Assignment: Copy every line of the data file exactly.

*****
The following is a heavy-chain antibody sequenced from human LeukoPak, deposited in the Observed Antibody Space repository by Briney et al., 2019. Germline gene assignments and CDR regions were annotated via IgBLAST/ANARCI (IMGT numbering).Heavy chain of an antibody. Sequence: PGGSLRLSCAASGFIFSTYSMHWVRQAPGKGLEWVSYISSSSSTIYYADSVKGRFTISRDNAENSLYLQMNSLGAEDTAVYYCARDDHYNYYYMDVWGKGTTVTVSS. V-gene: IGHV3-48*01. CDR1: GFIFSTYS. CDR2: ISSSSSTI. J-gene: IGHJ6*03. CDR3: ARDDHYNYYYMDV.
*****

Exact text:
The following is a heavy-chain antibody sequenced from human LeukoPak, deposited in the Observed Antibody Space repository by Briney et al., 2019. Germline gene assignments and CDR regions were annotated via IgBLAST/ANARCI (IMGT numbering).Heavy chain of an antibody. Sequence: PGGSLRLSCAASGFIFSTYSMHWVRQAPGKGLEWVSYISSSSSTIYYADSVKGRFTISRDNAENSLYLQMNSLGAEDTAVYYCARDDHYNYYYMDVWGKGTTVTVSS. V-gene: IGHV3-48*01. CDR1: GFIFSTYS. CDR2: ISSSSSTI. J-gene: IGHJ6*03. CDR3: ARDDHYNYYYMDV.